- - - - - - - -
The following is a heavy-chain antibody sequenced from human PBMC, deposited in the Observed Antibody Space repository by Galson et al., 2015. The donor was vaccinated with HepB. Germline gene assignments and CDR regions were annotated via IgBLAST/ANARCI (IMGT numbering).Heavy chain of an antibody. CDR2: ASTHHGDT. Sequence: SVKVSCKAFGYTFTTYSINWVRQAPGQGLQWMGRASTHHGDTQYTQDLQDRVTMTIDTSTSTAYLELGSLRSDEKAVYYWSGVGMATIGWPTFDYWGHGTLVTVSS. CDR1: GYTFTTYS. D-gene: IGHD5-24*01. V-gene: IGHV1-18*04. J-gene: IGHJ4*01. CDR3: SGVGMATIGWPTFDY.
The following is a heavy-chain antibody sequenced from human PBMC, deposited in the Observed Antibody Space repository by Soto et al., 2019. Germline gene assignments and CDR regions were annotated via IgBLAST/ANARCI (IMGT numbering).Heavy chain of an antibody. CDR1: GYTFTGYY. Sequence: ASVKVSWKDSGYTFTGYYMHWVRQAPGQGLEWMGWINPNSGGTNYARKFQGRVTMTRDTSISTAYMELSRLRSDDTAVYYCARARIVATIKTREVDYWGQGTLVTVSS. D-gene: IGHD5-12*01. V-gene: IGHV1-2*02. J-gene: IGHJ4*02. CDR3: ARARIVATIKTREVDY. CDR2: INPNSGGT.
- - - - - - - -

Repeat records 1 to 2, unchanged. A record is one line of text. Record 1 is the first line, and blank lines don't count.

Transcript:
The following is a heavy-chain antibody sequenced from human PBMC, deposited in the Observed Antibody Space repository by Galson et al., 2015. The donor was vaccinated with HepB. Germline gene assignments and CDR regions were annotated via IgBLAST/ANARCI (IMGT numbering).Heavy chain of an antibody. CDR2: ASTHHGDT. Sequence: SVKVSCKAFGYTFTTYSINWVRQAPGQGLQWMGRASTHHGDTQYTQDLQDRVTMTIDTSTSTAYLELGSLRSDEKAVYYWSGVGMATIGWPTFDYWGHGTLVTVSS. CDR1: GYTFTTYS. D-gene: IGHD5-24*01. V-gene: IGHV1-18*04. J-gene: IGHJ4*01. CDR3: SGVGMATIGWPTFDY.
The following is a heavy-chain antibody sequenced from human PBMC, deposited in the Observed Antibody Space repository by Soto et al., 2019. Germline gene assignments and CDR regions were annotated via IgBLAST/ANARCI (IMGT numbering).Heavy chain of an antibody. CDR1: GYTFTGYY. Sequence: ASVKVSWKDSGYTFTGYYMHWVRQAPGQGLEWMGWINPNSGGTNYARKFQGRVTMTRDTSISTAYMELSRLRSDDTAVYYCARARIVATIKTREVDYWGQGTLVTVSS. D-gene: IGHD5-12*01. V-gene: IGHV1-2*02. J-gene: IGHJ4*02. CDR3: ARARIVATIKTREVDY. CDR2: INPNSGGT.